ARTE GEIE’s headquarters are located in Strasbourg on the Franco-German border, in the vicinity of European institutions. The symbolism of the location is threefold: of success for a TV channel that has carved out its own distinctive identity in the European broadcast landscape, of cooperation between France and Germany and of an enthusiastic and resolute openness to all European nations.
ARTE is committed to sustainable development and to managing energy consumption across all operations at its Strasbourg headquarters.
As the first television channel in France to be ISO 50001 certified, ARTE is committed to taking the necessary measures to improve its energy efficiency by 40% by 2024 compared to its baseline year in 2013. The channel is analysing and optimising its most energy-intensive activities. It is working to raise awareness among all employees and to integrate energy criteria into its purchasing policy. Its energy performance has been improved by 26.7 % between 2014 and the end of 2021. Annual consumption has fallen from 8.2 GWh in 2013 to 4.8 GWh at the end of 2021. It has therefore fallen by 40.7 % in 2021 (compared to 2013) with a reduction of 53;4 % in gas and 35.2 % in electricity. This effort meets the objective of fighting global warming set by the European Union (Directive 2018/2002/EU).
Architecture on a human scale
ARTE’s corporate headquarters were inaugurated on October 13th 2003 in Strasbourg, close to the European Parliament, the Council of Europe and the European Court of Human Rights.
Located on the banks of the Ill river, between the city’s historic centre and the European district, ARTE HQ lies at the centre of a traditional residential district. The building, designed by architect Hans Struhk, displays clear, transparent lines and is harmoniously integrated into the existing environment. The construction of ARTE HQ is a successful example of Franco-German cooperation. In addition to a group of colleagues from the station, 37 construction companies and 11 experts and consultants from both sides of the Rhine took part in fulfilling the vision of architects Hans Struhk (Germany), Maechel Delaunay (France) and Paul Maechel (France).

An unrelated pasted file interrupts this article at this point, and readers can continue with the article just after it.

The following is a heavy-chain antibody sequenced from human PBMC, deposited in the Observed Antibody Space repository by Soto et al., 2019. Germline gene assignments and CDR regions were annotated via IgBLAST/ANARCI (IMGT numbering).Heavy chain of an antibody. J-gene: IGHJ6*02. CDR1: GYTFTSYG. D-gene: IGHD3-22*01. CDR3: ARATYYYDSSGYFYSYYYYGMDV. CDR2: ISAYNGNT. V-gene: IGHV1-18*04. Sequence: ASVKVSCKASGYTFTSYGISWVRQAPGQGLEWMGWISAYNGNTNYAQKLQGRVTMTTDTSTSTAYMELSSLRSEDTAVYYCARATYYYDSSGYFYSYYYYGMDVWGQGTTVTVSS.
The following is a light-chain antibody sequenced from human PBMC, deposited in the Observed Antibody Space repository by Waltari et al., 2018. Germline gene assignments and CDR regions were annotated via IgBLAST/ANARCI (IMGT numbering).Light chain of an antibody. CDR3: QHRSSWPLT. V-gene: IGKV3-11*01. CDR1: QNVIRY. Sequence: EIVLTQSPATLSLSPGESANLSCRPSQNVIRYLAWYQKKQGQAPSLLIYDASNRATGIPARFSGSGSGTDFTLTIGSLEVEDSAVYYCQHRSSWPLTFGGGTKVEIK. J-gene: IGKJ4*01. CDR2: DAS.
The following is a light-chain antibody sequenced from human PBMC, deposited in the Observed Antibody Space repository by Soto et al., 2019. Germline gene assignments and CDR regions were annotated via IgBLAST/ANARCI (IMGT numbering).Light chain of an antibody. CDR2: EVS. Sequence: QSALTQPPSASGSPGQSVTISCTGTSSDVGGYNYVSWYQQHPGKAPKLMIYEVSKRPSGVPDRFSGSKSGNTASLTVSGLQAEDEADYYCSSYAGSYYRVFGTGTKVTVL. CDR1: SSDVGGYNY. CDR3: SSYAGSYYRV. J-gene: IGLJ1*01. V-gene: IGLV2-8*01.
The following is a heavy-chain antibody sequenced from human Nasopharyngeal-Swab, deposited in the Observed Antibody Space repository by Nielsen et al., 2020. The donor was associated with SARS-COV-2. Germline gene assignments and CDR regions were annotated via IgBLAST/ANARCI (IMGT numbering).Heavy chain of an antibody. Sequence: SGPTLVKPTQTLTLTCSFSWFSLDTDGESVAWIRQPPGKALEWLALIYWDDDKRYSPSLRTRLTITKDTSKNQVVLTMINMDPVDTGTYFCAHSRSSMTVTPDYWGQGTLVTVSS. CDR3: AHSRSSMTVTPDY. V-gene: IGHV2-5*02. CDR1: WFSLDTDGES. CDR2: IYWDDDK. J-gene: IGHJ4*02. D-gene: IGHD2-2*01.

Designed on a human scale, the architecture has resulted in a professional environment that is especially conducive to creativity. In addition to functional requirements, Hans Struhk has given considerable emphasis to nature. Examples of the four elements – earth, water, air and fire – are found everywhere in the building: the sky is reflected off the atrium’s unpolished basalt, and embellished by an impressive oak staircase. The hanging garden offers up an oasis of greenery, whilst the external walls of the studios and restaurant are lit up in a bold red. In addition, the workspaces are harmoniously set around two interior courtyards which serve as important meeting places and provide access to natural light.
A technological revolution: the all-digital era